This Khaleke Hudson sack had to be a gif pic.twitter.com/hM9Bja7vKp— Dustin Johnston (@DJPhotoVideo) October 6, 2018
A tight end usually isn't as savvy as linemen on knowing when to slide protect, so Brown exploits this.
The next play is a very underrated one by Josh Metellus. Maryland shifts to get Derwin Gray on the edge. The 330-pounder is one-on-one with the 204-pound safety. Instead of trouble, Metellus makes himself small and forces the jet sweep back inside for only six yards.
Hill misses a receiver with a step on Jaylen Kelly-Powell to force a punt.
Drive: Three plays, two yards, punt (Michigan scores to lead 3-0)
Simply put, the coverage team abandoned their lanes by assuming Johnson would return up the middle. Once he cut upfield on the sideline, there was no one to challenge him.
Terps take the lead 7-3.
DRIVE THREE, 50-YARD LINE (0:10 FIRST QUARTER)
Despite some dings at defensive tackle coming into last Saturday — Lawrence Marshall returning and Aubrey Solomon on week-to-week injury watch — the nation’s No. 4 most explosive rush attack can’t find any room. Johnson gains just six yards on two carries into the teeth of the defense.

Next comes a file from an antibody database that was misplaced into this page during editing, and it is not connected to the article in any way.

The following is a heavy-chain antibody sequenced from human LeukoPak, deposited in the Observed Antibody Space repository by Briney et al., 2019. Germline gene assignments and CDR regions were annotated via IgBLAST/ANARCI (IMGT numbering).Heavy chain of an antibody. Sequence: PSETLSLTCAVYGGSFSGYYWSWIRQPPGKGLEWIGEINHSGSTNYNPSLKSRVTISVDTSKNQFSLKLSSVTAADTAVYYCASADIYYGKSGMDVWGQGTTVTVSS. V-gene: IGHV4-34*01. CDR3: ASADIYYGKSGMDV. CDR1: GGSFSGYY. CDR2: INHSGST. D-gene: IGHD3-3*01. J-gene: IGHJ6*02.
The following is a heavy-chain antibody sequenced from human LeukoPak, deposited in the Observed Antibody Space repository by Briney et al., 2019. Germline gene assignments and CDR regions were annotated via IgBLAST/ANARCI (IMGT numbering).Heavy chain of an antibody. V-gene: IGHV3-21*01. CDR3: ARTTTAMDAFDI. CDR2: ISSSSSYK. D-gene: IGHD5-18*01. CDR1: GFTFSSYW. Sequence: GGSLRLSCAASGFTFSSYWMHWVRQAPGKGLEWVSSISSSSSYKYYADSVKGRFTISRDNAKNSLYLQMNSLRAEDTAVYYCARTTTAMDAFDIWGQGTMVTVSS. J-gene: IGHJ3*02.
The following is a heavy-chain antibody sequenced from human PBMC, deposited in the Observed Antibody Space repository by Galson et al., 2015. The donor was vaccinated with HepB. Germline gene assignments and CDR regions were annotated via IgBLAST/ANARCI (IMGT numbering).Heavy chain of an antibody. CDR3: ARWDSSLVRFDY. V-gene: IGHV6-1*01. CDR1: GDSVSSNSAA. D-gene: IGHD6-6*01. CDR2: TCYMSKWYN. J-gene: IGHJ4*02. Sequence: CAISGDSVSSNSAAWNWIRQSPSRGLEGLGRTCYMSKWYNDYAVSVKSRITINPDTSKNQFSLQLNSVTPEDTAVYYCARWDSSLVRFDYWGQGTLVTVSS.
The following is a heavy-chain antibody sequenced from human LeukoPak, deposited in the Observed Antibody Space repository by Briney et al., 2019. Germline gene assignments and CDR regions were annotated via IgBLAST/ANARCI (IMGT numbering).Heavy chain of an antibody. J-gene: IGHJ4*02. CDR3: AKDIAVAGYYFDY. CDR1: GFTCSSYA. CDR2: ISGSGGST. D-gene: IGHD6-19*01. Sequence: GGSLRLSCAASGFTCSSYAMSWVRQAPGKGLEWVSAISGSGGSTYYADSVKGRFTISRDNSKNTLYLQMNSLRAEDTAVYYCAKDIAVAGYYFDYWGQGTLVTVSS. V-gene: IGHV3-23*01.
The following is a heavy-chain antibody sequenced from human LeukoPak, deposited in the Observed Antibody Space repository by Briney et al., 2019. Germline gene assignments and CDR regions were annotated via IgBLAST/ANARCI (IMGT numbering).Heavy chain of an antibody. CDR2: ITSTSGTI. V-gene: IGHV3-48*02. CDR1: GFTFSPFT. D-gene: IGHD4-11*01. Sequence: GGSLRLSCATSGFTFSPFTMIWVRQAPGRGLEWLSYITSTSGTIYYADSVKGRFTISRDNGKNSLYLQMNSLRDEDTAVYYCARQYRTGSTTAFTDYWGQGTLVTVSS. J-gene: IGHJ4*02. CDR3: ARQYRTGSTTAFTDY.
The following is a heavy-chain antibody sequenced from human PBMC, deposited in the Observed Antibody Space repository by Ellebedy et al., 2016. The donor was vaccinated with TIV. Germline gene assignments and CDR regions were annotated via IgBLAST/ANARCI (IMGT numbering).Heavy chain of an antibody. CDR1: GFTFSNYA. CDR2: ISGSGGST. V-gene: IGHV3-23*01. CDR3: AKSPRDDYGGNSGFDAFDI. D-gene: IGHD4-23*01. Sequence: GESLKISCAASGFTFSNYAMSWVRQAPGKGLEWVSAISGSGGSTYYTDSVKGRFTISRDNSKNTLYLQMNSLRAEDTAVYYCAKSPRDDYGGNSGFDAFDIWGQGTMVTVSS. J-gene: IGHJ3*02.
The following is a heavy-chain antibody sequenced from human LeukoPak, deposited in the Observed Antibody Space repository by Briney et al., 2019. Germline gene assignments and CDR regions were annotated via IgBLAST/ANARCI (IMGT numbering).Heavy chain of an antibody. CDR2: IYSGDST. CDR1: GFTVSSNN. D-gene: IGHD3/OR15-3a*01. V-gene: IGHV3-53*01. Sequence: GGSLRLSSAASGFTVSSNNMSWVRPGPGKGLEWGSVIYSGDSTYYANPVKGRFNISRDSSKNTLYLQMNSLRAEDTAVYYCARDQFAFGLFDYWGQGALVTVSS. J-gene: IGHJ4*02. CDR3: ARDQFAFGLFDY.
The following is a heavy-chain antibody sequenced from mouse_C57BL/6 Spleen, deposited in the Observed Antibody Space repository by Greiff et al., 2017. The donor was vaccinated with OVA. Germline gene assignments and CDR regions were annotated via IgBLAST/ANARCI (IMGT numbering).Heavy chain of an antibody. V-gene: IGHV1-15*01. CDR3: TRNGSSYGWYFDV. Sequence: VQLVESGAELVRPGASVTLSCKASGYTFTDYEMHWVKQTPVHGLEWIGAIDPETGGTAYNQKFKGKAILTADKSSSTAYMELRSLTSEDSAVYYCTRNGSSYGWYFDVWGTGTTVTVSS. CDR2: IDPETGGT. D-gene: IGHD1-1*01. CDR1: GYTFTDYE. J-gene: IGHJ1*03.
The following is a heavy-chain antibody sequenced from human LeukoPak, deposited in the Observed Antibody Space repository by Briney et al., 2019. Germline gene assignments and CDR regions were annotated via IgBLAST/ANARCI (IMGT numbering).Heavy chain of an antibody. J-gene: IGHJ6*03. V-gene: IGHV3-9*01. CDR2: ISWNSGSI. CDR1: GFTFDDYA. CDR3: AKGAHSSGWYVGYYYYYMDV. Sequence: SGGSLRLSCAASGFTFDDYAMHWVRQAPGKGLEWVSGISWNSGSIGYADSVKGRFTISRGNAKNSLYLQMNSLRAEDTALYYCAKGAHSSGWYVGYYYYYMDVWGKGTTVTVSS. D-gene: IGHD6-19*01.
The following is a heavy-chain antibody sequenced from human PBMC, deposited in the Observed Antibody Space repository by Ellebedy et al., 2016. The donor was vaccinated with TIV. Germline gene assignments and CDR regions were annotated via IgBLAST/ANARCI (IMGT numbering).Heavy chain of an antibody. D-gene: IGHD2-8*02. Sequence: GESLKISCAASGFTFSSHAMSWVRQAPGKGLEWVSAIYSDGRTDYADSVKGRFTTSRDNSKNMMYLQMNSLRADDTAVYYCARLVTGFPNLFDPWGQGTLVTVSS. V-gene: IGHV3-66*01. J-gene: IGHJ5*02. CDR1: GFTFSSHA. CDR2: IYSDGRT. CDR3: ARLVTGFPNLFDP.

Pressure forces another Hill throw off his back foot out of bounds. Punt.
Drive: Three plays, six yards, punt (Michigan scores to lead 10-7)
DRIVE FOUR, MARY 25-YARD LINE (8:21 SECOND QUARTER)
Maryland busted only two double-digit gains in the first half. One was actually well-defended, but arm tackles allowed McFarland to squirt forward for 15 yards.
The line flows well to the point of attack, but Winovich tries to trip him at the knees. Kinnel gets juked out of his shoes, as well.
A holding penalty pushes the offense backwards, and they respond with conservative run calls to prevent a turnover.
Drive: Four plays, 10 yards, punt (Michigan scores to lead 17-7)
Hill kneels to go into halftime.
DRIVE FIVE, MARY 25-YARD LINE (START OF THIRD QUARTER)
After an unsportsmanlike penalty on Michigan and an illegal formation on Maryland, the Terrapins take over first-and-15 from the 35. They try their bread and butter on a jet sweep to Tayon Fleet-Davis.
This is to avoid a quietly dominant presence from Bryan Mone in the interior. Despite the massive Terrance Davis at guard, Canada’s rushing attack has been pushed back every time it’s tried an inside run. Mone is pushing large, strong linemen backwards.
Metellus trips up Fleet-Davis on the edge for just five yards. While Kinnel had his struggles Saturday, Metellus mostly locked down his assignments.